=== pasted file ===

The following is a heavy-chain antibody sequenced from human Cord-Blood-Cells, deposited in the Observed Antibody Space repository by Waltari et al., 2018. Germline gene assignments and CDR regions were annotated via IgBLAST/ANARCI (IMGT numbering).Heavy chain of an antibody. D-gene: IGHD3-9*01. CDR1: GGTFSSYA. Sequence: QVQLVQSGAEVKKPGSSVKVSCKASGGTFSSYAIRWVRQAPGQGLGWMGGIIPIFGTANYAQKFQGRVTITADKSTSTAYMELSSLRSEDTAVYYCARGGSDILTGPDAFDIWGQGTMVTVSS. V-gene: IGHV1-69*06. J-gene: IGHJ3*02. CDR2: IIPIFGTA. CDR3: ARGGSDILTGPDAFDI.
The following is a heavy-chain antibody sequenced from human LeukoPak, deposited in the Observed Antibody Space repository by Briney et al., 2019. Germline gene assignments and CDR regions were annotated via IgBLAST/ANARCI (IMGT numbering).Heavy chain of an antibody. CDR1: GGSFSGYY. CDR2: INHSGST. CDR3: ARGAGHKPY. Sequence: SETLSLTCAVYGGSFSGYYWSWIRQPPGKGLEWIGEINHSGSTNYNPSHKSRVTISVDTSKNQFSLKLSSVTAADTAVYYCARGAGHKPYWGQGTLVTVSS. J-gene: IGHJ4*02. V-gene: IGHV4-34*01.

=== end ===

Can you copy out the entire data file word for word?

The following is a heavy-chain antibody sequenced from human Cord-Blood-Cells, deposited in the Observed Antibody Space repository by Waltari et al., 2018. Germline gene assignments and CDR regions were annotated via IgBLAST/ANARCI (IMGT numbering).Heavy chain of an antibody. D-gene: IGHD3-9*01. CDR1: GGTFSSYA. Sequence: QVQLVQSGAEVKKPGSSVKVSCKASGGTFSSYAIRWVRQAPGQGLGWMGGIIPIFGTANYAQKFQGRVTITADKSTSTAYMELSSLRSEDTAVYYCARGGSDILTGPDAFDIWGQGTMVTVSS. V-gene: IGHV1-69*06. J-gene: IGHJ3*02. CDR2: IIPIFGTA. CDR3: ARGGSDILTGPDAFDI.
The following is a heavy-chain antibody sequenced from human LeukoPak, deposited in the Observed Antibody Space repository by Briney et al., 2019. Germline gene assignments and CDR regions were annotated via IgBLAST/ANARCI (IMGT numbering).Heavy chain of an antibody. CDR1: GGSFSGYY. CDR2: INHSGST. CDR3: ARGAGHKPY. Sequence: SETLSLTCAVYGGSFSGYYWSWIRQPPGKGLEWIGEINHSGSTNYNPSHKSRVTISVDTSKNQFSLKLSSVTAADTAVYYCARGAGHKPYWGQGTLVTVSS. J-gene: IGHJ4*02. V-gene: IGHV4-34*01.